In agreement with our findings using the RAM, IR mice were significantly impaired at low (S2) but not high (S4) separations during acquisition [significant group × separation interaction, repeated measures ANOVA, average trial to criterion: F1,17 = 6.04, P = 0.025; Bonferroni corrected t tests: S2: t(17) = 2.54, P = 0.020; S4: t(17) = 0.63, P = 0.540] (Fig. 2F). Ablating neurogenesis with the use of focal x-irradiation induces impairments consistent with a deficit in pattern separation in two independent tasks carried out in two very different testing situations. This impairment appears to be specific, as IR mice were capable of learning difficult object-place associations (PAL) at the same rate and to the same performance level as sham mice. Furthermore, the spatial memory deficits observed were similar in both the navigable RAM and non-navigable touch screen.

Given concerns regarding potential off-target effects due to focal x-irradiation, despite the long recovery period, we employed a second independent method to knock down neurogenesis, with the use of lentiviral expression of dominant negative Wnt (dnWnt) protein, and then tested these mice on the same RAM protocol (Fig. 3 and fig. S5A) used in the first experiment described above. We used the previously described lentiviral vectors expressing cytomegalovirus-driven dnWnt followed by an internal ribosomal entry site (IRES)–green fluorescent protein (GFP) from the same vector or a control vector expressing only GFP (GFPcon) (16, 23).

Fig. 3

Mice with decreased neurogenesis due to targeted lentiviral expression of dnWnt show impaired spatial memory for similar, but not distinct, spatial locations in the radial arm maze in a similar pattern to that seen in irradiated mice. (A and B) dnWnt expression [right in (B)] significantly reduced the total numbers of immature Dcx+ cells in dnWnt mice (A) compared with GFP controls [left in (B)] [independent samples t test: t(24) = 3.47, P = 0.002]. Single channel images depicting Dcx+ cells are shown below triple channel images in (B). (C) Pattern separation was tested using a DNMP as in Fig. 1. dnWnt mice were impaired at low (S2) but not high (S3 and S4) separations in the DNMP task. The horizontal black line represents chance. Error bars indicate SEM. Scale bars, 50 μm. **P < 0.01; *P < 0.05.

Inhibition of Wnt signaling locally in the DG reduces the number of newborn neurons without affecting progenitor proliferation in other brain regions (23, 24). Eight-week-old C57Bl/6 female mice received bilateral stereotaxic injections of 1 μl of either dnWnt-expressing lentivirus (n = 16) or GFPcon lentivirus (n = 15) into the DG, resulting in a significant reduction in proliferating cells and neurogenesis (Fig. 3, A and B, and fig. S5). Behavioral testing in the RAM commenced 2 months after viral injection. Similar to the pattern separation deficit observed in IR mice, dnWnt mice were impaired at low (S2) but not high (S3 and S4) separations compared with GFPcon mice [significant group × separation interaction, repeated measures ANOVA: F1,24 = 4.51, P = 0.044; Bonferroni corrected t tests: S2: t(24) = 3.02, P = 0.006; S3 and S4: t(24) = 0.46, P = 0.926] (Fig. 3C). Thus, mice with decreased neurogenesis due to expression of the dnWnt protein are impaired at spatial pattern separation or the ability to correctly distinguish rewarded from nonrewarded spatial locations only when stimuli to be discriminated are presented closely in space.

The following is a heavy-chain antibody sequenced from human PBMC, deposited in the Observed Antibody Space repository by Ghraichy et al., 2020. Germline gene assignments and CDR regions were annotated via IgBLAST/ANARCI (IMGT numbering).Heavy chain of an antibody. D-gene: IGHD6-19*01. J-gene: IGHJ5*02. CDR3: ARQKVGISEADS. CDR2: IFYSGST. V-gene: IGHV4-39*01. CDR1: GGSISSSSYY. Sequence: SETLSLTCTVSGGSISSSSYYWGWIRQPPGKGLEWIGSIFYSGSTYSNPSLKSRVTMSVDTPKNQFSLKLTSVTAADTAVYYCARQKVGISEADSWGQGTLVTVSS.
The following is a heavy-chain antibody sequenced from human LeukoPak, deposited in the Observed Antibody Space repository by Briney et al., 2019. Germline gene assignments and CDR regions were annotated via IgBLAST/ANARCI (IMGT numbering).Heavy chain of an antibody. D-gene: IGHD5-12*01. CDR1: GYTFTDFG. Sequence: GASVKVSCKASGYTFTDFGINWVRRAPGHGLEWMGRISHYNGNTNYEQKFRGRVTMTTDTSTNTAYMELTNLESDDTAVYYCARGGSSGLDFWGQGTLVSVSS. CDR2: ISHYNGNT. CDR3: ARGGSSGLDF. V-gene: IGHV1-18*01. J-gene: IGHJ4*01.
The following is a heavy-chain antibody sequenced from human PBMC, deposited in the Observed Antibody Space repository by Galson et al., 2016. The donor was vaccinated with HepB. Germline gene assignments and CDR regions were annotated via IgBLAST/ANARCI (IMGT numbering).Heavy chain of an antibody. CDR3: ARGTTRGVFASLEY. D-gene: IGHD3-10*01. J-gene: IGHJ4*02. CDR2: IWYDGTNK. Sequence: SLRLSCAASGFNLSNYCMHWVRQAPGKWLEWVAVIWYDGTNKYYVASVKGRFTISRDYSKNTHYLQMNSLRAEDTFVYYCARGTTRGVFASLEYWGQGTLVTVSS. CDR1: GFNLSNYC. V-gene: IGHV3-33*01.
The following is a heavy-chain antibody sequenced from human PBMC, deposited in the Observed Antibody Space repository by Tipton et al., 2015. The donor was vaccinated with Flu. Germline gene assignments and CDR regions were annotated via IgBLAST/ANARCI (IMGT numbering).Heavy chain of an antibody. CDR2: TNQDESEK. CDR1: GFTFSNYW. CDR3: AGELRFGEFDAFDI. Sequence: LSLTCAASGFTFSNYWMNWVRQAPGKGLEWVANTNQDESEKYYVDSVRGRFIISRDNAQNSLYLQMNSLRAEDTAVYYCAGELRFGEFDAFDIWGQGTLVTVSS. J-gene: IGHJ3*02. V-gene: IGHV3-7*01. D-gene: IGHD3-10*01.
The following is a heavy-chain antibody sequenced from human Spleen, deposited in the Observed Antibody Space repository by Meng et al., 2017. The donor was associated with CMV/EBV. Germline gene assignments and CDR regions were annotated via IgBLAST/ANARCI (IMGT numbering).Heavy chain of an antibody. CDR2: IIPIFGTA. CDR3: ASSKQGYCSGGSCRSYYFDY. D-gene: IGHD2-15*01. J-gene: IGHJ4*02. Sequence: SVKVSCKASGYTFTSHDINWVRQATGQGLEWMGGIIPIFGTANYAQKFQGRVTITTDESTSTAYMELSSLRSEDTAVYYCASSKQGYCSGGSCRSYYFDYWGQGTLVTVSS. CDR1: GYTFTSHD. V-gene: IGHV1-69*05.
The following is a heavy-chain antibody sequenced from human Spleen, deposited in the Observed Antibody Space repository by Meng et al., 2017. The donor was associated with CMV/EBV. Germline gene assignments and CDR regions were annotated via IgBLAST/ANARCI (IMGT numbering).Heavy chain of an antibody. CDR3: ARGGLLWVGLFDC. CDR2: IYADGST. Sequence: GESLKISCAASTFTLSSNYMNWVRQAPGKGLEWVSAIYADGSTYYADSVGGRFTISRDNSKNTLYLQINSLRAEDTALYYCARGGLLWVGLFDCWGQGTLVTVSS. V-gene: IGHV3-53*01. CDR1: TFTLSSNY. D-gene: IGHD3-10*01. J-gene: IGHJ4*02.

This study provides experimental evidence of a role for newborn neurons in the adult DG in spatial discrimination, consistent with a role in spatial pattern separation. We used two independent strategies to ablate neurogenesis, and the observed deficits were similar in two very distinct testing contexts. Mice with ablated neurogenesis showed a selective impairment specific to memory performance depending on pattern separation but were not impaired at the hippocampus-dependent PAL task, indicating that mice were able to learn complex associations in which space was a component.